Waste Management and the Protection of Privilege: Ethnographic Study at College Recycle Yard

by Celestine Mingle

14 March 2023

Ethnographic Narrative

It was drizzling out and the ground was muddy as I walked to the recycle yard at 10am on the 23rd of February. I crossed through the gates to the recycle yard, separating the space from the rest of the campus. Within the gates were many bins, dumpsters, compressors, and materials organized alongside one oval road which ran all the way through the yard.

As soon as I entered the recycle yard, I noticed the extensive amount of material throughout the space. Small pieces of debris, plastic, and metal can be found anywhere in the yard. Such small pieces of material occupy this space that the debris is almost indecipherable from the dirt and wood chips on the ground. Despite this abundance of materials throughout the yard, the space is highly organized. There is a compactor for cardboard and non-recyclable garbage, a dumpster for commingled recyclables, many bins for paper recycling, a greenhouse, a shed for electronic waste, a shed for hazardous waste and more. Each container is filled to the brim with materials- cups, boxes, beer bottles, tin foil, sandwiches, and lamps to name a few.

Materials also took up space beside these containers, with bags and bags of materials just outside the cardboard compressor and in a pile alongside the commingles container. Upon examining some of the materials scattered on the ground, I spotted coffee cup lids, broken pens, a cream cheese container, and fake flowers in one spot. As I dug the toe of my boot into the ground to sort through some of the materials, I discovered a bone- whether the bone entered the recycle yard by means of a garbage bag or by the other organisms that reside there- I do not know.

While I walked around the recycle yard I observed several trucks, vans, and carts drive into the recycle yard to drop off materials before exiting back through the gates. While observing this I began to speak with an individual who works at the recycle yard and has for the past 20 years. It should be noted that I already knew this individual as I , too, work at the recycle yard. I asked this individual some questions regarding the space and his experience with it. He described how much of what enters the recycle yard is “contaminated.” Take for instance, the commingled recyclables (glass, plastic, and aluminum for this recycle yard). According to this individual, much of what students, professors, and staff put into commingled recyclable collections are contaminated by food and drinks- materials that are not included in commingles. He attributed this contamination to a simple lack of care and effort on the parts of those who discard their contaminated comingles into recycling bins.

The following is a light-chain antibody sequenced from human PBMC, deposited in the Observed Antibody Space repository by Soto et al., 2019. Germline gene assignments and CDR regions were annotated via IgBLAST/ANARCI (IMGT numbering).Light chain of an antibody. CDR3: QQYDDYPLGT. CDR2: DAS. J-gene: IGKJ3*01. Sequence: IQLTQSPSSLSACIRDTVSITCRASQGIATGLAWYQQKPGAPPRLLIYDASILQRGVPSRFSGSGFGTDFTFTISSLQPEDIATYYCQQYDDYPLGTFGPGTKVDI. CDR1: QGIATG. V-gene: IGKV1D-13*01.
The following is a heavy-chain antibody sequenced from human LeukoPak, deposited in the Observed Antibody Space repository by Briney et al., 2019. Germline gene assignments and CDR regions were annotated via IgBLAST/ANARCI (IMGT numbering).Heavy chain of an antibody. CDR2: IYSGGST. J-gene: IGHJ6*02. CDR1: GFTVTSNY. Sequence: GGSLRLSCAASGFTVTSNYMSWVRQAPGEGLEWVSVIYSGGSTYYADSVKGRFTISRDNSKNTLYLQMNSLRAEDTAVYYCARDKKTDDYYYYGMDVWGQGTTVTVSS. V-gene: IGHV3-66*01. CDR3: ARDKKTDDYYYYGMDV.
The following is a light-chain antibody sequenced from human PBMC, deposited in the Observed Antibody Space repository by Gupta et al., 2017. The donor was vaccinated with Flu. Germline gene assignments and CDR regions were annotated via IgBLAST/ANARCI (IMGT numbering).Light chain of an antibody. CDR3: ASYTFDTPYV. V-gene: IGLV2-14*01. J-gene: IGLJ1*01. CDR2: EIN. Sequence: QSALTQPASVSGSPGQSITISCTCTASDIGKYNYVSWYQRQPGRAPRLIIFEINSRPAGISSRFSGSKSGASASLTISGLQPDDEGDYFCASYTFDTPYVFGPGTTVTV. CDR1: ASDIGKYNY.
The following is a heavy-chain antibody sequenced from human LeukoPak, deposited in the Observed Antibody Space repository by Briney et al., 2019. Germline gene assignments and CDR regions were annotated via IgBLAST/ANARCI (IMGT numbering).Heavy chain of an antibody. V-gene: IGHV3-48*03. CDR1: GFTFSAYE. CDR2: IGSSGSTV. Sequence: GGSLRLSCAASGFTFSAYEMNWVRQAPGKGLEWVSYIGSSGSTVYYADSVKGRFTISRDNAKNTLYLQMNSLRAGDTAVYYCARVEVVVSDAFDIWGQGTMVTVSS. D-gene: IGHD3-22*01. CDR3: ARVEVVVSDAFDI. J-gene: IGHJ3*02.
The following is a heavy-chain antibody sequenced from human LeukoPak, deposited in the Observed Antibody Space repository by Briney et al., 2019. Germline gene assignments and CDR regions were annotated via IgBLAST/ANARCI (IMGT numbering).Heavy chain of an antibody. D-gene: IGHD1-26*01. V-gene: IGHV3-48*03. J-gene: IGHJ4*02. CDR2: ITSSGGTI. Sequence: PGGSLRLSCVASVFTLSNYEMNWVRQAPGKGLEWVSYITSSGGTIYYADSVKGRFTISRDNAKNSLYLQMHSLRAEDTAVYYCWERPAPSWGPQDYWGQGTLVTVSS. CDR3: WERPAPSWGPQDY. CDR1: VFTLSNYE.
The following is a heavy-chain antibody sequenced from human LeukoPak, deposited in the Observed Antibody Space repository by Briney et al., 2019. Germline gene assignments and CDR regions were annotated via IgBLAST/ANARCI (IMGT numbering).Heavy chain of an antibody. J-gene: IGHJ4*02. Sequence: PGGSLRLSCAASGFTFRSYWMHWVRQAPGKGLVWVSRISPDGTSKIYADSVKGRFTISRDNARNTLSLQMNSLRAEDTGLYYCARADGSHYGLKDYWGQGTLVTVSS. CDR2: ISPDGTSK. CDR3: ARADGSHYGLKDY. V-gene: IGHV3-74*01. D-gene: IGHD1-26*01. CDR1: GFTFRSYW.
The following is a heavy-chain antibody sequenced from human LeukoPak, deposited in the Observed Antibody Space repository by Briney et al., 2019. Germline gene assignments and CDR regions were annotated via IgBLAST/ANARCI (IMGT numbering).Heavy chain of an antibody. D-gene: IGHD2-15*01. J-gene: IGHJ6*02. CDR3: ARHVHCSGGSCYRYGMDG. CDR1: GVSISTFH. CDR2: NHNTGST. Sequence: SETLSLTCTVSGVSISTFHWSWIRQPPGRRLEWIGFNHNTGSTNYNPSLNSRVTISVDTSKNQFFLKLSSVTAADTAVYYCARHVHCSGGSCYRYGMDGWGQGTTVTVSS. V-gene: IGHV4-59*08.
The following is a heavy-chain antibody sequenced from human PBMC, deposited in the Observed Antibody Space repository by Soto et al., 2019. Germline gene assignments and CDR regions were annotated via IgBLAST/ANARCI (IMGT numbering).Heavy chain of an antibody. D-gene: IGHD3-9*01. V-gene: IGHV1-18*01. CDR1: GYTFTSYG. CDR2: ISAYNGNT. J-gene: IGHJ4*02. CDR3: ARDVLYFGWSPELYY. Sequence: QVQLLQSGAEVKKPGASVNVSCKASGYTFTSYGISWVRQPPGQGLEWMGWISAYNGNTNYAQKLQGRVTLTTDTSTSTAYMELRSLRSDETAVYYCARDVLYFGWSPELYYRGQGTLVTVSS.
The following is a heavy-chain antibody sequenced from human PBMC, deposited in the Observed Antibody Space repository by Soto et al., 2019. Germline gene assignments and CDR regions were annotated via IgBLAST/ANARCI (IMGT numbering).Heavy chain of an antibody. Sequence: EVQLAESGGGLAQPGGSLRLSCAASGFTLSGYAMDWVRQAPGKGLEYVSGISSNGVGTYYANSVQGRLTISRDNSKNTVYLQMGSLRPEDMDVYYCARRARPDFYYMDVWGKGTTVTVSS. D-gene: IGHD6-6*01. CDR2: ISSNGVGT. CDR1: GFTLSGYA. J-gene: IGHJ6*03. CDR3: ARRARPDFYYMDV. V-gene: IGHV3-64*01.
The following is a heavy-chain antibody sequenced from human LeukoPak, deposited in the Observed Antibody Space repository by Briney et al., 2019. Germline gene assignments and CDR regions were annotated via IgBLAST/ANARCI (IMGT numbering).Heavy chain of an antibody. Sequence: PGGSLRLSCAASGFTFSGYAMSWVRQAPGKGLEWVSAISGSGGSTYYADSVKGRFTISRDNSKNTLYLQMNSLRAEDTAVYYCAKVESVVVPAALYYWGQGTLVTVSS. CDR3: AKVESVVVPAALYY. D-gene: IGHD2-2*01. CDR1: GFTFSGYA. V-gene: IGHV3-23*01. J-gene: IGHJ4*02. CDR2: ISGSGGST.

The same individual explained how this preventable contamination makes the job of those who work there much more difficult; pushing them into uncomfortable situations. Just how much rotting food, used tissues, and sticky beer bottles can an individual bring themselves to reach their hands into? While describing the situation to me, he reached his bare hands into some of the bags of contaminated comingles himself. He then suggested that I should dig through some of these bags as well to get a better understanding of what ends up in these recyclables. In doing so I found unrinsed milk jugs, take out food containers covered in sauces, notebooks, and a coffee cup that must have been tossed into the bag as the notebook papers were soaked with coffee. 

Shortly afterwards, I noticed one of the 14 cats that I know live at the recycle yard. I asked the previously mentioned long-term worker how long the cats have lived at the yard. He told me that the cats and many vultures had been there as long as he had, and that the recycle yard was their home. The animals all had access to food, shelter, and even played a role in the recycle yard itself. The cats, for instance, are largely responsible for the lack of rodents in the recycle yard. The vultures on the other hand, are preferred to live at the recycle yard as opposed to other, more visible parts of the campus. Both these cats and vultures are fixtures of the recycle yard just as the cardboard, dumpsters, and trucks are. It would be unlikely to go to the recycle yard and not see all of these elements in this space.